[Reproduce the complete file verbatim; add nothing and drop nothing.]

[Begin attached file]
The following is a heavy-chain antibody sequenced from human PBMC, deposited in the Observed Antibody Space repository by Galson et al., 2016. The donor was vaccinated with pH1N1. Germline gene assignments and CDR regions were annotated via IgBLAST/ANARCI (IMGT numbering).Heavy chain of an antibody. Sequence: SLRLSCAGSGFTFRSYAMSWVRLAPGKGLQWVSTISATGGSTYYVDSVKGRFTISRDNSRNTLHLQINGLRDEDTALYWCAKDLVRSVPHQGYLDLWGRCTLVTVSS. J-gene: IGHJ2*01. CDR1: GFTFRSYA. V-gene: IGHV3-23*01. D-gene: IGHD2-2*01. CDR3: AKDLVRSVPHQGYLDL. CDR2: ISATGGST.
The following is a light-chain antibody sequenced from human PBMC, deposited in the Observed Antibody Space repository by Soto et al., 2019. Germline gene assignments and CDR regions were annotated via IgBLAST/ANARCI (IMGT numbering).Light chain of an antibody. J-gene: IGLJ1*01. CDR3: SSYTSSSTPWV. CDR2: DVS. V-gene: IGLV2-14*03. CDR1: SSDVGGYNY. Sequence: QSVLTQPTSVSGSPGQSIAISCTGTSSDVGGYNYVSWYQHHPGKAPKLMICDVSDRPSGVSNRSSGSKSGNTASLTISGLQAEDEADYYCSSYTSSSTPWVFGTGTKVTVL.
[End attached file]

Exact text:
The following is a heavy-chain antibody sequenced from human PBMC, deposited in the Observed Antibody Space repository by Galson et al., 2016. The donor was vaccinated with pH1N1. Germline gene assignments and CDR regions were annotated via IgBLAST/ANARCI (IMGT numbering).Heavy chain of an antibody. Sequence: SLRLSCAGSGFTFRSYAMSWVRLAPGKGLQWVSTISATGGSTYYVDSVKGRFTISRDNSRNTLHLQINGLRDEDTALYWCAKDLVRSVPHQGYLDLWGRCTLVTVSS. J-gene: IGHJ2*01. CDR1: GFTFRSYA. V-gene: IGHV3-23*01. D-gene: IGHD2-2*01. CDR3: AKDLVRSVPHQGYLDL. CDR2: ISATGGST.
The following is a light-chain antibody sequenced from human PBMC, deposited in the Observed Antibody Space repository by Soto et al., 2019. Germline gene assignments and CDR regions were annotated via IgBLAST/ANARCI (IMGT numbering).Light chain of an antibody. J-gene: IGLJ1*01. CDR3: SSYTSSSTPWV. CDR2: DVS. V-gene: IGLV2-14*03. CDR1: SSDVGGYNY. Sequence: QSVLTQPTSVSGSPGQSIAISCTGTSSDVGGYNYVSWYQHHPGKAPKLMICDVSDRPSGVSNRSSGSKSGNTASLTISGLQAEDEADYYCSSYTSSSTPWVFGTGTKVTVL.